Marsden returned to New Zealand at the end of the decade to form the Kiwi Connection, which started his working relationship with Sonny Day, with whom he shared lead vocals. The band debuted at the first Sweetwaters festival in January 1980.
By now a genuine touring pub circuit had evolved in New Zealand, which Midge took full advantage of – in the 1980s few New Zealand performers travelled the country so exhaustively. There were too few recordings but Midge Marsden’s reputation has always been as a live performer. He established a routine – based in Raglan, Midge would put a band together, rehearse and hit the road for 8-10 weeks, return to Raglan, chill for a spell, put a band together, rehearse ...
As well as fronting his own bands in the 1980s, Marsden also featured in promoter Paul Walker’s “All-Stars Play The Blues”, an annual tour of blues stalwarts featuring Marsden, Sonny Day, Beaver and others on vocals, backed by a sterling cast of backing musicians. Special guests included Wilko Johnson and Renee Geyer.
There have been occasional recordings – albums credited to the Kiwi Connection and the Midge Marsden Band, two albums with the Rodger Fox Big Band, and 1991’s Burning Rain provided a gold record. The title track, written by the late guitarist Mike Farrell, is one of the Midge Marsden evergreens, along with ‘Carry My Blues Away’, ‘Struck Down By The Blues’ and ‘Slow Walk, Jive Talk’. Arguably, though, Marsden’s most recognised recording was for a 1986 television commercial.
‘Travellin’ On’, featuring Murray Grindlay and Marsden, was written by Grindlay for Europa Oil. Marsden’s fee financed his first trip to the USA and it was while staying with friends in Dallas that he was introduced to one of Texas’ favourite sons – blues guitarist Stevie Ray Vaughan. The pair struck up a friendship and when Vaughan toured New Zealand later in the year, he joined the All-Stars on stage at Auckland’s Mainstreet Cabaret. He was also enticed back to New Zealand in 1988 to join Marsden and Grindlay when they reprised ‘Travellin’ On’ for a second Europa commercial.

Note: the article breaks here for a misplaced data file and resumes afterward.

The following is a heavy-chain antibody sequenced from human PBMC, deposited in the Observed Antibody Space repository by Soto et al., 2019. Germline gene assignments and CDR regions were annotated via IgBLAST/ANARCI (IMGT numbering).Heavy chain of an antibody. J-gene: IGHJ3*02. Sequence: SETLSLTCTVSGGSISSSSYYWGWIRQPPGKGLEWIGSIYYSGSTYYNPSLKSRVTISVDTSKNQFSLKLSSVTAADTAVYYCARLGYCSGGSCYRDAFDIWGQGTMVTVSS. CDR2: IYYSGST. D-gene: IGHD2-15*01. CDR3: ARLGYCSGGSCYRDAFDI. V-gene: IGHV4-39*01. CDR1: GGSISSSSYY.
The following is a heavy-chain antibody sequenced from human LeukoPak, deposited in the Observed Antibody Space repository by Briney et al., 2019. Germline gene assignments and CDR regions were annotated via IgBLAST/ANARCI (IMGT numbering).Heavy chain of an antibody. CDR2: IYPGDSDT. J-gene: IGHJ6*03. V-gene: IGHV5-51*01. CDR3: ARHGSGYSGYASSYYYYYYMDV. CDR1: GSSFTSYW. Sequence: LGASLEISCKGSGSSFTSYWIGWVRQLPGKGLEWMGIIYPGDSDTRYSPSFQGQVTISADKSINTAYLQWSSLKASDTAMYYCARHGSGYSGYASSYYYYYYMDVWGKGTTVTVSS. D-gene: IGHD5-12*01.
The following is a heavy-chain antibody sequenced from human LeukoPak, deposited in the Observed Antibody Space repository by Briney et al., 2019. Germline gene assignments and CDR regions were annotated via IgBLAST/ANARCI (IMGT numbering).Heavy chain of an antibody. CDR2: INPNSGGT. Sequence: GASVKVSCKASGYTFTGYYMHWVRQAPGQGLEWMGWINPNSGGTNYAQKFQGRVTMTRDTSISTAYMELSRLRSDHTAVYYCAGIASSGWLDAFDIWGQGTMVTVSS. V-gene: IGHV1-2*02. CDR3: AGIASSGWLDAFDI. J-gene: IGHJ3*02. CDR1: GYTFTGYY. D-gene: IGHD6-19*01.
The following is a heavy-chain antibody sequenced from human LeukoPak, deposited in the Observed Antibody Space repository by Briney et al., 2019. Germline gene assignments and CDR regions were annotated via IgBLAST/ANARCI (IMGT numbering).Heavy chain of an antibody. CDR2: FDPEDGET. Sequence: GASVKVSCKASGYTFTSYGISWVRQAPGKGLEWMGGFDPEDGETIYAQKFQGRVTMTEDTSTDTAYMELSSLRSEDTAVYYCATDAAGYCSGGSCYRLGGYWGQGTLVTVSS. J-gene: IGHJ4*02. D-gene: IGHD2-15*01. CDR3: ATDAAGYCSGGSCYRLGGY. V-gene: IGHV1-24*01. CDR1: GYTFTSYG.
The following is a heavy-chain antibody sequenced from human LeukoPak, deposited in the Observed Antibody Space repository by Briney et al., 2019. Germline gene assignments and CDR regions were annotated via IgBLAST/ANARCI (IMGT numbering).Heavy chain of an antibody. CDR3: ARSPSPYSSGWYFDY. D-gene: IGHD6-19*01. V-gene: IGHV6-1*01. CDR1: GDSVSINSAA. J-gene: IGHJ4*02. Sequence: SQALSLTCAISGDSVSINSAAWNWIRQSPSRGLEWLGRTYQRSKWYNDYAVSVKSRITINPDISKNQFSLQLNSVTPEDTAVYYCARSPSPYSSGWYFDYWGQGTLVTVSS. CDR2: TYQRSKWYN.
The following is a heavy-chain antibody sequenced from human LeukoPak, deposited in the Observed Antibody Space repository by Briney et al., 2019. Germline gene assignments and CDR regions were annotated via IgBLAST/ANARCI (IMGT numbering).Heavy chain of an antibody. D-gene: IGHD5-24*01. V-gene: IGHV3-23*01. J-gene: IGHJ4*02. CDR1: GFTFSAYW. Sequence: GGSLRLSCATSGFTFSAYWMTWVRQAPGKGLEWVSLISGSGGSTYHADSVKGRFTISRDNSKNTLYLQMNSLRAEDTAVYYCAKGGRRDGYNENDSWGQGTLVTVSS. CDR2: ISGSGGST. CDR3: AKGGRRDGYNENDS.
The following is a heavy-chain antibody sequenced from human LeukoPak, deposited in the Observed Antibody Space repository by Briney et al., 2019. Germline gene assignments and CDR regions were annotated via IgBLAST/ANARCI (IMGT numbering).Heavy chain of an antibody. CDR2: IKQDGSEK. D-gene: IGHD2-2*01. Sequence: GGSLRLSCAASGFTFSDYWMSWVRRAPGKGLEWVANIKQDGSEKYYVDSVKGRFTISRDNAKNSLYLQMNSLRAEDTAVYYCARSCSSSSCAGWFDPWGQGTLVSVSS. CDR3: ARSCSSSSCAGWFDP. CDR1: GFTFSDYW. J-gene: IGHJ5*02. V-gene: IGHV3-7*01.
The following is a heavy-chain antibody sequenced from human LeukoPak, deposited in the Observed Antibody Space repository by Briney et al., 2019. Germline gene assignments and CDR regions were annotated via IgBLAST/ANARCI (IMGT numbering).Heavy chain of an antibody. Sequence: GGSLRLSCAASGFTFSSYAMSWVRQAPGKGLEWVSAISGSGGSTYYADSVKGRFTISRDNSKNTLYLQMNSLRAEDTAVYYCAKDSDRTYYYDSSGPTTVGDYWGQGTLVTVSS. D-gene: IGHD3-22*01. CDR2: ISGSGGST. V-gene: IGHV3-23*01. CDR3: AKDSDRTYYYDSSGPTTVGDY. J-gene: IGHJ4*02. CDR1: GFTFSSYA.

Marsden has visited the USA over a dozen times since his first visit, mostly sticking to those states most associated with the blues, sometimes just to hang out, check out those legendary blues locations, but sometimes with a band. He played the same stages as those of his heroes – Antone’s in Austin, the “Memphis In May Festival”, and has performed in New Orleans.
On several occasions following USA trips, Marsden returned home with the likes of Big Moose Walker, Bobby Mack, Julieann Banks, Willie Foster and Ronnie Taylor. Taylor was so enamoured of New Zealand he became a resident.
Between 1992 and 1999, Marsden tutored “bluesology” at the Waikato Institute of Technology, and in 1996 he returned to campus life himself, graduating with a diploma in the "History of Southern Culture" at the University of Mississippi in Oxford. “I was 50 years old,” he recalls, “and I was living in a fucking dormitory!”
For someone to whom school held no attraction, the irony of a late academic career isn’t lost on Midge. “And I couldn’t hold onto my first job,” he says. “The Blue Diamonds were the backing band for Johnny Cooper’s show and we had to rehearse with Dinah Lee so I took a sickie off work – I was a lowly clerk at NZI – and the local paper took a photo of Dinah at the rehearsals. Unfortunately, I was visible in the background and my boss saw it and … I got sacked!”
In 2006 Keith "Midge" Marsden was awarded the NZ Order of Merit for Services to NZ Music. A few weeks later he received a honorary Bachelor Of Arts from the Waikato Institute of Technology. “Yeah, 2006 was a pretty special year,” he says. “Getting the Entertainer Of The Year (1990) and the gold record (for Burning Rain) was great, but …” Midge Marsden laughs – he does a lot of that, it’s part of his appeal – “His Midgesty!”
December 2017 was a month of celebration and loss for Midge. He marked his half-century as a working musician with the release of The Midge Marsden Collection, a two-CD compilation of his recordings, from the mid-1960s on. The occasion was marred, however, with the theft of his harmonica case after a gig at a bar at Auckland's Viaduct. The case contained over 30 harmonicas in different keys, some of them diatonic. Any information would be gratefully received.